In my youth if you hadn't read The Outsider (1956) by Colin Wilson you were considered hopelessly uncool and probably didn't even backcomb your hair. It was the kind of book one would ostentatiously read on the bus into town on Saturday afternoons. In 1978 Wilson published Mysteries, a non-fictional work which examined the relationship between paranormal phenomena (spoon bending, UFOs, demonic possession etc) and multiple personalities. A fan of the book was Dafydd Hughes, director of Cardiff's Red Light Theatre group. He approached Wilson about doing a collaboration. Wilson responded positively and came up with a script that was further developed by Red Light Theatre. The cast of Mysteries consisted of just four people: Juliette Mole, Alan Sanford, Pete Woolridge and Peter Neathey. The show was staged in 1979 at the Sherman Theatre (see ad) and Wilson came up to Cardiff to give an introductory talk. Apparently Mysteries was a psychodrama about a schizophrenic murderess caught in a sexual dilemma. Did anyone go? It sounds an absolute blast.

Monday, July 02, 2012

Big Mong in Caerphilly

Can there really be a secret, atavistic, gorilla-worshipping cult in the Rhymney Valley? This is a question I used to ponder whenever citizens of Caerphilly would inform me of a giant ape-like creature that had once appeared in their town. Eyes would light up and they'd start babbling on about the monster's enormity and the loudness of its roar. Furthermore, they’d add, it stood outside Carrefour hypermarket and was called Big Mong. Naturally, I just assumed that they were taking the piss or that the magic mushroom crop around Lansbury Park had been especially potent that year. Imagine my shock, then, when I discovered that it was all true.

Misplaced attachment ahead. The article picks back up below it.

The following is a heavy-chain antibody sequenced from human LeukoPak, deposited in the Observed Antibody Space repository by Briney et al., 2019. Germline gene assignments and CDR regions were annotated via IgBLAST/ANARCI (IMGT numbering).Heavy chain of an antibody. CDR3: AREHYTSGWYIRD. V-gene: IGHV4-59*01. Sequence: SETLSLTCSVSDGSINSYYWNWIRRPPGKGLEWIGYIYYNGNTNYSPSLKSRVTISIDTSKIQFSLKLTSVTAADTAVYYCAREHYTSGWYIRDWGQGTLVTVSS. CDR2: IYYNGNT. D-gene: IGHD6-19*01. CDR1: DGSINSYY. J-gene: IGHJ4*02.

In 1972 Carrefour opened a hypermarket in Caerphilly which was a big deal at the time as this YouTube demonstrates. Six years later in 1978 the French supermarket chain decided to celebrate the anniversary in style by bringing over from France the largest animated gorilla in the world. It was 40ft tall and weighed over three tons. It had a mechanical grab and was capable of lifting two people in one hand. It also had a roar that could be heard a full two miles away. Big Mong, as it was indeed shockingly called, was evidently modelled on that daddy of all cinematic monsters, King Kong.

Not everybody was happy. You'd have thought the politically incorrect moniker "Big Mong" might have upset a few people but no it was the absence of any planning permission that annoyed councillor Howard Edwards. He told local press: "I realise this monstrosity will have a lot of appeal for children, but I believe planning permission is needed to put it up. Big Mong is 40ft high and can be seen from a wide area of the town. The roar of the gorilla can be quite startling to someone with a nervous disposition." Despite Mr Edwards's grumblings the monster was erected outside Carrefour and for the five days that it was on show proved to be a popular attraction.

Big Mong lives on in Caerphilly's collective folk memory. Indeed on that modern-day equivalent of a cult gathering - the Facebook Group page - there is a site dedicated to the monster's Welsh appearance. In the above photograph the bikini-clad lady that you can see in Big Mong's left paw - the Fay Wray role, so to speak - is beauty queen Cheryl Perry of Bargoed who, in 1978, was the reigning Miss Caerphilly.

*Photograph is ©Newscom

Richard and Sybil

I've written elsewhere on this blog about Sybil Williams, spurned and humiliated first wife of Richard Burton, who went on to become a fixture on the New York club scene - a rather odd but redemptive journey. Legend has it that she has NEVER given a retrospective interview about the break-up of her relationship with Burton. This dignified silence has won her admiration in many quarters and helped cultivate around her a certain aura of mystique. There are plenty of photographs knocking about of Sybil and Burton as a couple arriving at various functions but it is rare to see a posed studio shot of them together. This double full-length portrait was completed in 1961 by the great Bert Stern who is perhaps best known for his pictures of Marilyn Monroe, taken shortly before her death. For some odd reason Burton is wearing his jacket back to front while Sybil is kitted out in a smart Burke-Amey suit.

*Photograph is ©Condé Nast Archive/Corbis